The Palestinian Authority’s new law against buying produce manufactured or grown by Jews in Judea and Samaria receives its first test: An Arab will be charged with buying 10 tons of melons from a Jordan Valley community and attempting to deliver them to PA markets.
Arutz-7’s Haggai Huberman reports that the Arab truck driver was on his way to the Bethlehem area when he was stopped for a routine check at the entrance to the village of Abidiye. The local PA customs office chief, Amin Abu-Akal, said the melons were confiscated and that the driver will be charged with violating the new PA law authorizing the confiscation of Jewish goods.
The law was announced last month by Mahmoud Abbas, chairman of the Palestinian Authority, in direct contravention of the Paris Agreement. That agreement, concluded in 1994 after the signing of the Oslo Accords, governs economic relations between Israel and the PA, and forbids boycotts and the like.
Aub-Akal said that the PA preventative security agencies have formed a committee to oversee the destruction of Jewish-made goods.
Israel Threatens Counter-Measures
The Knesset Economics Committee has issued a call to deduct the losses caused to Israelis from the money that Israel transfers to the PA under other agreements. It also proposed that Israeli ports not allow the export of PA goods or the import of goods to the PA.
The PA is not ignoring the counter-measures that Israel is likely to take in response. It is concerned about the closure of Israeli ports to its goods, as well as the possibility of not allowing PA-made goods into Israeli markets, and more.
Deputy Foreign Minister Danny Ayalon has proposed a diplomatic approach: “First, we will raise this issue at the proximity talks that are to start soon with the Palestinians. Second, we are also raising it before the [Europeans], and I hope that we will soon see them take action. Third, the PA is trying to obtain observer status at the World Trade Organization, which stands for free trade and preventing boycotts of this sort, which means that this boycott will make it harder for them to be accepted.”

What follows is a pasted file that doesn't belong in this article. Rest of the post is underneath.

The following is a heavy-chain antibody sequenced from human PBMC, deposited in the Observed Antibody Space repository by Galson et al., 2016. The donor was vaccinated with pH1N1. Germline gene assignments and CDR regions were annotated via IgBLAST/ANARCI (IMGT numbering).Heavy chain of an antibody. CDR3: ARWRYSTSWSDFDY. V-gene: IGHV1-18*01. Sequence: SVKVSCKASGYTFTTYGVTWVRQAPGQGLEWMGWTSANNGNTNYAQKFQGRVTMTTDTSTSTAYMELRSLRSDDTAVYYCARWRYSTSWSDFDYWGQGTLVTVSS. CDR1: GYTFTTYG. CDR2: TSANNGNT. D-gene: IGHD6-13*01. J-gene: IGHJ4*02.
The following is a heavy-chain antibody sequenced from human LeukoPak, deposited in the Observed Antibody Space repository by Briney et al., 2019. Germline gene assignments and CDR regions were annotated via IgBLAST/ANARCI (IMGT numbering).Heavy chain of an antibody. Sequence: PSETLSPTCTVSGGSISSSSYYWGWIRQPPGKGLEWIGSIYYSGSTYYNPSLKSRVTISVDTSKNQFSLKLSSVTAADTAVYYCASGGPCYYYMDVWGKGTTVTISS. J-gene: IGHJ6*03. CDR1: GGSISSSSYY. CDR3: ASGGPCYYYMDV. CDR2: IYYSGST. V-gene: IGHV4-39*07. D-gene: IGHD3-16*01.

The PA continues to take a tough stance, however. “If Israel closes its ports to our goods, this is a declaration of war and a siege on the Palestinians,” PA economists said this week, adding that they are confident that the world community will not allow this to happen.
Some PA economists said Israel would not sacrifice its national interests for the sake of the settlers. “Israel currently exports three billion dollars worth of goods to the PA a year,” said Abdel Hafiz Nofel, head of the PA’s business office, “while it imports from the PA only half-a-billion dollars. The Israeli Finance Ministry won’t endanger these giant sums just to save the settlers.”
Israel does not view the matter as merely affecting the Jewish residents of Judea and Samaria, however. The opinion was stated in the Knesset Economics Committee that the current boycott comes together with calls from the PA to boycott all Israeli products that the PA can manufacture itself, as well as restrictions on PA labor in Israeli firms. "This could become a snowball that will be hard to stop," one MK said.